Battling rising costs for higher education

These days, students and their families are increasingly aware of the costs of obtaining a college education relative to its quality, and school counselors and college financial aid advisors alike, are noting the trends.

An institution’s branding may no longer be the driving force behind its becoming a student’s primary choice to attend. Many cash-strapped families are shopping for colleges with the best value, according to Joan Prisk, a school counselor at Locust Grove High School, in Locust Grove.

“Definitely, with today’s economy, tuition is a factor in seeking college,” said Prisk.

Locust Grove graduated about 170 seniors in its first graduating class last spring, she said. Most of them will go on to pursue a post-secondary education. About 30 percent are eligible for the HOPE (Helping Outstanding Pupils Educationally) Scholarship, which pays a portion of the tuition.

“The parents are more actively seeking outside scholarships to supplement the HOPE Scholarship,” she added. Prisk said students are up against rising tuition, and costs for room and board. She said some students are deciding to live at home and attend institutions nearby, as a way to cut down on the costs associated with housing and meal plans.

“Meal plans and housing exceed the cost of tuition,” said Prisk.

On-campus housing costs rose this year, from last year, at Clayton State University, in Morrow, according to Pat Barton, financial aid director at Clayton State.

“You definitely want to get a value for your money,” Barton said. “At Clayton State, we are still one of the best values that a student can get in education. Our tuition is still low, but you also get value for it.”

The financial aid director acknowledged that the HOPE Scholarship and financial aid, by themselves, are not enough to cover tuition, fees, and housing. “Students are definitely having to come out of pocket more, or go into debt more with student loans,” Barton said. “For some, there is almost no way for them to cover the cost of attending college without a loan.

“Our loan volume has increased every year for at least the past five years,” she continued. “And in the last two or three years, as the economy has taken a nose dive, we definitely have seen more and more students applying for financial aid.”

Barton said approximately 80 percent of Clayton State’s roughly 6,800 students have received some form of financial assistance through the financial aid office, from institutional scholarships, to federal student loans.

“More and more, freshmen are either choosing to attend college part-time, or apply for student loans,” she said. “They do anticipate being able to find jobs to pay off loans. But their short-term goal is just to finish their education.”

Barton explained that students are having to pay increased tuition costs statewide, because of state budget shortfalls and funding cuts, some of which are absorbed in tuitions. Getting an early jump on the financial aid process is helpful, when weighing one’s educational options.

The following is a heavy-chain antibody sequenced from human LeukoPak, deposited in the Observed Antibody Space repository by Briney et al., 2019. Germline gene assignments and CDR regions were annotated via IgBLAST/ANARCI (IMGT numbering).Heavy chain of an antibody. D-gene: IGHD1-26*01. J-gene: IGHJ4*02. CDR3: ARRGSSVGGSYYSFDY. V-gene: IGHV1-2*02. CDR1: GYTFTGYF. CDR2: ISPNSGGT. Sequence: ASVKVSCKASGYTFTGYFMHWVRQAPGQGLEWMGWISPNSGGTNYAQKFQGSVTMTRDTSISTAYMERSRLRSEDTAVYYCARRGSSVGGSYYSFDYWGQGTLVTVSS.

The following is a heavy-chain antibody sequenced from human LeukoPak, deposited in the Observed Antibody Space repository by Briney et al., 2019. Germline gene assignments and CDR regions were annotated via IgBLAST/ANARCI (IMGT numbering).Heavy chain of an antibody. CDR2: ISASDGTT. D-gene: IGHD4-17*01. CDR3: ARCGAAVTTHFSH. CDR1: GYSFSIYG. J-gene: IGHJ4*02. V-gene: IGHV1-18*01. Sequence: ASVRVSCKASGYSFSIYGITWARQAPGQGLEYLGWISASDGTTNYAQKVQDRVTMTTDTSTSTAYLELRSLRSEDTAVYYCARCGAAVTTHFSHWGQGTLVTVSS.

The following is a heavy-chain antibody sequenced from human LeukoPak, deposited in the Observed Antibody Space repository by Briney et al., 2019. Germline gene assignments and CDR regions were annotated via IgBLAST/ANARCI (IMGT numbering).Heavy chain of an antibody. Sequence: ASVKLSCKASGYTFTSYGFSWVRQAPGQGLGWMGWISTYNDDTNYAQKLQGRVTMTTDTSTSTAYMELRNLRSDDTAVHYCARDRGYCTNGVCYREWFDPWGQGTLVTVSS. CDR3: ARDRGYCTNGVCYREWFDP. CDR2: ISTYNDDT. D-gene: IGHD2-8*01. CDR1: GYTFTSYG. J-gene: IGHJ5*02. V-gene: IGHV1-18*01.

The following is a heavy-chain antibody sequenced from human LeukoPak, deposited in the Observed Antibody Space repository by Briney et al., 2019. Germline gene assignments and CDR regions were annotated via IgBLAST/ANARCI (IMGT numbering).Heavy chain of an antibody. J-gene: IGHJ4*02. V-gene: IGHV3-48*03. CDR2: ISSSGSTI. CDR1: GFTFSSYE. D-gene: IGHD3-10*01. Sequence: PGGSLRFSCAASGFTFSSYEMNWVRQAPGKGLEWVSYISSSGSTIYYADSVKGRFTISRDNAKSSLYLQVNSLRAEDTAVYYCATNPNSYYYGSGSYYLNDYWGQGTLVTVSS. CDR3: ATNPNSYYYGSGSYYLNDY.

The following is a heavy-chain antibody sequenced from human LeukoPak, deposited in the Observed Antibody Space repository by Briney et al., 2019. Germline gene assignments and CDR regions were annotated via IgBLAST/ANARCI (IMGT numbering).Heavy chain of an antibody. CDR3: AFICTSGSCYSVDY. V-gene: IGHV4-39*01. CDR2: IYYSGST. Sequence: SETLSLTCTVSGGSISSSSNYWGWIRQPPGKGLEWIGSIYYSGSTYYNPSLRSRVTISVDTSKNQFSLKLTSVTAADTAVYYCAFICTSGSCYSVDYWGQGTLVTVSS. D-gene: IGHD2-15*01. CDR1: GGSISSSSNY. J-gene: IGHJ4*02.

“No matter what kind of institution you want to go to, do some research at Georgia College 411 about the institution, and apply for scholarships online,” Barton advised. “They [students] need to start in their junior and senior year, because many scholarship applications require the writing of essays.

She encourages high school seniors, enrolling in college for Fall 2012, should fill out a Free Application for Federal Student Aid (FASFA) as soon as their parents have filed taxes for the new year.

“The earlier, the better,” Barton said. “And never assume your financial aid is in place. Within three to four weeks, after completing the FASFA, they need to follow up with the institutions that they listed on the FASFA, because procedures vary at each school.”

Locust Grove High’s Joan Prisk echoed that advice. “We ask all students in January of their senior year to complete the FASFA,” said Prisk. “Then, they need to speak with their college financial aid officer about college scholarships and other scholarships they can acquire.

“Scholarships may be for intellectual ability, a particular talent, or athletic ability, and there are a lot of scholarships for charity and community service,” she said. “Every child doesn’t have to be an athlete or a scholar.”

Prisk also pointed to opportunities for families to get a head start on funding their college education by putting away money incrementally for college. The Path2College 529 Plan is a statewide college savings program, to which many Georgia families contribute, according to Path2College 529 Plan Director Shannon Ferguson. The program, launched in 2002, is managed by TIAA-CREF Tuition Financing, Inc., which is part of the New York-based TIAA-CREF financial services organization.

“Historically, Path2College 529 Plan contributions and new account openings have been the strongest during the holidays and also during the first quarter of the year, due to the tax deduction deadline,” said Ferguson. “Despite the change in the economy, over the past 10 years, families have consistently contributed to accounts during these times.”

Ferguson said that, in 2009 and 2010, roughly 28 percent of the plan’s contributions and 30 percent of new accounts were opened during the fourth quarter of the year.

“We like to encourage people to give a contribution to a 529 college savings plan instead of, or in addition to, a toy or other gift,” she said. “It’s a great opportunity to help families prepare for future college costs, and college is a meaningful gift that lasts a lifetime.”

To find more about financial aid and scholarship opportunities, visit www.gacollege411.org. For more about the Path2College 529 Plan, visit www.path2college529.com.